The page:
It started in 2001 as a means to promote and support the blossoming “Mormon Cinema” (now Latter-day Saint Cinema) movement. It expanded in the intervening years to include other wholesome films. Now in its 19th year, the LDS Film Festival is back with a new director, a more refined focus, and a fantastic lineup.
Kels Goodman, director of such films as Hidden in the Heartland and Handcart, has been passed the baton from Christian Vuissa (Errand of Angels, One Good Man) to run the festival. Kels has an immense passion for the restored Gospel of Jesus Christ and for cinema. He took the time to give me the low down on why any Latter-day Saint who loves movies is going to want to do all they can to be at the SCERA theater in Orem, Utah, for the 2019 festival.
What makes this festival so unique compared to other film festivals?
This is not a normal film festival because the audience is very precise. It’s film-going Latter-day Saints. Our greatest strength is that we can cater directly to what that audience wants to see.
Why should Latter-day Saint movie buffs attend?
It is the only [one] of its kind. Nowhere else on the planet will you find films and filmmakers gathered together for the express purpose of bringing souls to the Restored Gospel of Jesus Christ through their art.
If someone was interested but would need to take a road trip or time off work to get there, what would you say to nudge them over the edge to making that decision?
You will get to see things you may never see again. Or run into someone in the biz you have been a fan of. It’s structured, so it’s easy to plan your day, but relaxed in that you can very easily meet and visit with your favorite filmmakers and actors in our genre.
What can you tell us about this year’s lineup of films?
This year is strong on feature documentaries. The Jets: Making it Real is an introspective look at the Wolfgramms, a Latter-day Saint family who were mainstream pop music stars in the 80’s. Black White and US deals with children of color being adopted into white Utah families. I Saw The Hosts of the Dead– explores President Joseph F. Smith’s vision on the redemption of the dead (found in D&C 138) on its 100th anniversary. Miracles: In God we Trust asks the question if God is still with us (spoiler: yes He is). Jane and Emma explores the friendship of Jane Manning and Emma Smith following Joseph’s death. Little Women is a modern retelling that’s warm and funny and stars Lea Thompson from Back to the Future.
What other events can people look forward to at the festival?
We are doing a special showing of the new VidAngel series The Chosen, about the life of Christ and inviting faith-focused film directors Dallas Jenkins, Christian Jacobs and Jason deVilliers of The Aquabats Supershow. TC Christensen, Garrett Batty, and Mitch Davis will be presenting on their the latest projects The Fighting Preacher, Out of Liberty, and The Other Side of Heaven 2, respectively. So much more. It’s packed.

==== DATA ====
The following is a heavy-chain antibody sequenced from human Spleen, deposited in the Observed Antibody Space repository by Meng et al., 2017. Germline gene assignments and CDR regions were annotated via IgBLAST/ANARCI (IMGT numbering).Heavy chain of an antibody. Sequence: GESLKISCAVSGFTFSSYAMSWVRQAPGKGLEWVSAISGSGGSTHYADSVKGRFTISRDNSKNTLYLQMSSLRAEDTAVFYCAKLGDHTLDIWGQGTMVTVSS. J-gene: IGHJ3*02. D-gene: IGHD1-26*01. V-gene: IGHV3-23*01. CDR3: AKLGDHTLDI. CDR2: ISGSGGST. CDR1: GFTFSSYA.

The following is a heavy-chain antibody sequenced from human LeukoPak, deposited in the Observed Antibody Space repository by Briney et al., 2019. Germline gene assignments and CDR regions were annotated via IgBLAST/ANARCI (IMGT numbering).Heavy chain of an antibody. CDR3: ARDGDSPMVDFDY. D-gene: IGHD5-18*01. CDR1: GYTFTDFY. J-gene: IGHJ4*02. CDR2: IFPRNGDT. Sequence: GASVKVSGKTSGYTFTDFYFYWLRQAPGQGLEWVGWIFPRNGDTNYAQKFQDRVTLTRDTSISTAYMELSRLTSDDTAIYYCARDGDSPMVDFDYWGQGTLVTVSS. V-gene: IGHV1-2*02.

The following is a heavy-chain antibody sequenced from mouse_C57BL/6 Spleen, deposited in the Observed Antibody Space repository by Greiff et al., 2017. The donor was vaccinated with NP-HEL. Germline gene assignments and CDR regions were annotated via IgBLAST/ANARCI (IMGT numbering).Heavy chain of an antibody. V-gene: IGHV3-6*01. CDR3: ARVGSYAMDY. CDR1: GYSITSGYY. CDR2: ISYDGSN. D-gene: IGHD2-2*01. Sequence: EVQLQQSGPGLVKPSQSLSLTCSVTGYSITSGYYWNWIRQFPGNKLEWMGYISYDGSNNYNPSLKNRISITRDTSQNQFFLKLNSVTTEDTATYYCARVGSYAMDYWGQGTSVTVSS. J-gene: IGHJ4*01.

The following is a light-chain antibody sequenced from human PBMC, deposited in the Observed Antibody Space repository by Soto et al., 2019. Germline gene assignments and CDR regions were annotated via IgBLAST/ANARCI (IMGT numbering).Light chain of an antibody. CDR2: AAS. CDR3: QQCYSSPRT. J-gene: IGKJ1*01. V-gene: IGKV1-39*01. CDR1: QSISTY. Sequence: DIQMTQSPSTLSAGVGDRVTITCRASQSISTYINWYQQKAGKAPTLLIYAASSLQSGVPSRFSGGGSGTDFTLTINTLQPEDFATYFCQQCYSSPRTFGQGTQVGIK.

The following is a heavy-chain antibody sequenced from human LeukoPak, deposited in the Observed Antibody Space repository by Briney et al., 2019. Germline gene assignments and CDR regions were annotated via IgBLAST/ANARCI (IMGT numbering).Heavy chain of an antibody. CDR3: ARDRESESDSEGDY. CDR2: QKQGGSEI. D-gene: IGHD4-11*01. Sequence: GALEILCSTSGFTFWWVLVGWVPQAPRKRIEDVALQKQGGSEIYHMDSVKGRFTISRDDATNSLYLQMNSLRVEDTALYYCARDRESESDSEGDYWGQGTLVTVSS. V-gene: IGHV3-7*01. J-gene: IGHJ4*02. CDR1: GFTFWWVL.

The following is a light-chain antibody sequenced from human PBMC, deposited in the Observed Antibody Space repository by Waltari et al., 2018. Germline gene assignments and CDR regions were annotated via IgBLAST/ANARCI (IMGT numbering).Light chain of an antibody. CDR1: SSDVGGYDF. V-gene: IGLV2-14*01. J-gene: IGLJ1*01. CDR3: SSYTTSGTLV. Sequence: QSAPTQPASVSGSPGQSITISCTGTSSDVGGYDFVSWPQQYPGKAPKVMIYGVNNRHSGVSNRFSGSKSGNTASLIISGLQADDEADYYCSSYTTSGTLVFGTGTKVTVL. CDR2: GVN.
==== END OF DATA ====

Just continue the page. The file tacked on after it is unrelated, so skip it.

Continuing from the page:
Let’s talk filmmakers and actors. Who will our readers meet when then come to the festival?
A few members of The Jets will be attending the showing. The director of Jane and Emma. Maclain Nelson will be there presenting Little Women. Michael Flynn (The Best Two Years, The Lamb of God) will be presenting on his new movie Who We Are. The CEO of Living Scriptures (Matt Brown) will be there. Many others.
You took over this year as festival director. What’s new and different about how things are done?
The voting this year will be all through text, no more paper ballots (more environmentally friendly than Sundance!) The 24 hour film competition, in which filmmakers were given just 24 hours to plan, film, and edit a short film, has been stretched to 48 hour (and even with the extra day, people STILL turned their films in late.)
What about casual movie watchers? The people who don’t watch a lot of movies anymore because “they don’t make em’ like they used to.” What would you say to them about why they should be there?
People have complained about Latter-day Saint cinema being poor quality, terrible storytelling, etc. Hollywood has done it for 100 years and they still don’t get it right every time. I think we’re really finding our groove; there have been some excellent films. But the audience knows what they want to see. The festival is a way to meet some of these filmmakers and give your 2 cents (through voting, personal conversation, etc). So you want better films from our community, come tell us all about it. You can help us give the message the quality it deserves.
Jonathan Decker is a family therapist and clinical director of Your Family Expert. He is an actor, author, comedian, and television personality known for his book 250 Great Movies for Latter-day Families, co-hosting The KJZZ Movie Show, and starring in CTU: Provo and BYU’s Divine Comedy. He’ll be judging at this year’s LDS Film Festival.
For daily coverage of Hollywood from a believer’s perspective, follow Jonathan Decker on Facebook.